Timers are standard features of almost every microcontroller. So it is very important to learn their use. Since an AVR microcontroller has very powerful and multifunctional timers, the topic of timer is somewhat “vast”. Moreover there are many different timers on chip. So this section on timers will be multipart. I will be giving basic introduction first.

What is a timer ?

A timer in simplest term is a register. Timers generally have a resolution of
8 or 16 Bits. So a 8 bit timer is 8Bits wide so capable of holding value withing
0-255. But this register has a magical property ! Its value increases/decreases
automatically at a predefined rate (supplied by user). This is the timer clock.
And this operation does not need CPU’s intervention.

avr timers operation

Fig.: Basic Operation Of a Timer.

Since Timer works independently of CPU it can be used to measure time accurately.
Timer upon certain conditions take some action automatically or inform CPU. One
of the basic condition is the situation when timer OVERFLOWS i.e. its counted
upto its maximum value (255 for 8 BIT timers) and rolled back to 0. In this situation
timer can issue an interrupt and you must write an Interrupt Service Routine (ISR)
to handle the event.

Fig.: Basic Operation Of a Timer.

Using The 8 BIT Timer (TIMER0)

The ATmega16 and ATmega32 has three different timers of which the simplest is TIMER0. Its resolution is 8 BIT i.e. it can count from 0 to 255.

Note:

Please read the “Internal Peripherals of AVRs” to have the basic knowledge of techniques used for using the OnChip peripherals(Like timer !)

The Prescaler

The Prescaler is a mechanism for generating clock for timer by the CPU clock. As you know that CPU has a clock source such as a external crystal of internal oscillator. Normally these have the frequency like 1 MHz,8 MHz, 12 MHz or 16MHz(MAX). The Prescaler is used to divide this clock frequency and produce a clock for TIMER. The Prescaler can be used to get the following clock for timer.

No Clock (Timer Stop).

No Prescaling (Clock = FCPU)

FCPU/8

FCPU/64

FCPU/256

FCPU/1024

Timer can also be externally clocked but I am leaving it for now for simplicity.

TIMER0 Registers.

As you may be knowing from the article “Internal Peripherals of AVRs” every
peripheral is connected with CPU from a set of registers used to communicate
with it. The registers of TIMERs are given below.

TCCR0 – Timer Counter Control Register. This will be used
to configure the timer.

tccr0 of atmega avr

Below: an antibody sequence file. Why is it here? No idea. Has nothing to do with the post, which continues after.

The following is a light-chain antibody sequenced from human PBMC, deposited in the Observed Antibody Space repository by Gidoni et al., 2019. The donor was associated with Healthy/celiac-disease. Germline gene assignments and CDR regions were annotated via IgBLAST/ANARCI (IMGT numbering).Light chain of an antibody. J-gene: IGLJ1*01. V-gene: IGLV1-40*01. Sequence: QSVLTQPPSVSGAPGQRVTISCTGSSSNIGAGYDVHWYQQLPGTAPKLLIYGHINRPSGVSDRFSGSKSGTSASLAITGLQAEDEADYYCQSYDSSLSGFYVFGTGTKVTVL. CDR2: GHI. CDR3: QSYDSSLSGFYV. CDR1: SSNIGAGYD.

Fig.: TCCR0 – Timer Counter Control Register 0

As you can see there are 8 Bits in this register each used for certain purpose.
For this tutorial I will only focus on the last three bits CS02 CS01 CS00 They
are the CLOCK SELECT bits. They are used to set up the Prescaler for timer.

TCNT0 – Timer Counter 0

 

 

Timer Interrup Mask Register TIMSK

 

This register is used to activate/deactivate interrupts related with timers.
This register controls the interrupts of all the three timers. The last two
bits (BIT 1 and BIT 0) Controls the interrupts of TIMER0. TIMER0 has two interrupts
but in this article I will tell you only about one(second one for next tutorial).
TOIE0 : This bit when set to “1” enables the OVERFLOW interrupt. Now time for
some practical codes !!! We will set up timer to at a Prescaler of 1024 and
our FCPU is 16MHz. We will increment a variable “count” at every interrupt(OVERFLOW)
if count reaches 61 we will toggle PORTC0 which is connected to LED and reset
“count= 0”. Clock input of TIMER0 = 16MHz/1024 = 15625 Hz Frequency of Overflow
= 15625 /256 = 61.0352 Hz if we increment a variable “count” every Overflow
when “count reach 61” approx one second has elapse.

Setting Up the TIMER0

  // Prescaler = FCPU/1024
   TCCR0|=(1<<CS02)|(1<<CS00);
 //Enable Overflow Interrupt Enable
   TIMSK|=(1<<TOIE0);
 //Initialize Counter
   TCNT0=0;

Now the timer is set and firing Overflow interrupts at 61.0352 Hz

The ISR

ISR(TIMER0_OVF_vect)
{
//This is the interrupt service routine for TIMER0 OVERFLOW Interrupt.
//CPU automatically call this when TIMER0 overflows.

//Increment our variable
   
   count++;
   if(count==61)
   {
   PORTC=~PORTC; //Invert the Value of PORTC
   count=0;
   }
}

Demo Program (AVR GCC)

Blink LED @ 0.5 Hz on PORTC[3,2,1,0]


#include <avr/io.h>
#include <avr/interrupt.h>

volatile uint8_t count;

void main()
{
   // Prescaler = FCPU/1024
   TCCR0|=(1<<CS02)|(1<<CS00);

   //Enable Overflow Interrupt Enable
   TIMSK|=(1<<TOIE0);

   //Initialize Counter
   TCNT0=0;

   //Initialize our varriable
   count=0;

   //Port C[3,2,1,0] as out put
   DDRC|=0x0F;

   //Enable Global Interrupts
   sei();

   //Infinite loop
   while(1);
}

ISR(TIMER0_OVF_vect)
{
   //This is the interrupt service routine for TIMER0 OVERFLOW Interrupt.
   //CPU automatically call this when TIMER0 overflows.

   //Increment our variable
   count++;
   if(count==61)
   {
      PORTC=~PORTC; //Invert the Value of PORTC
      count=0;
   }
}

Hardware

ATmega16 or ATmega32 running @ 16MHz. Connet LEDs using 330ohms resistors on PORTC[3,2,1,0]. If you are using xBoard you can connect four onboard LEDs to PORTC using four PIN Connectors.
Thats it for now meet in next tutorial. And please don’t forget to post a comment, I am waiting for them !

Move On …

Download PDF version | Get Adobe Reader Free !!!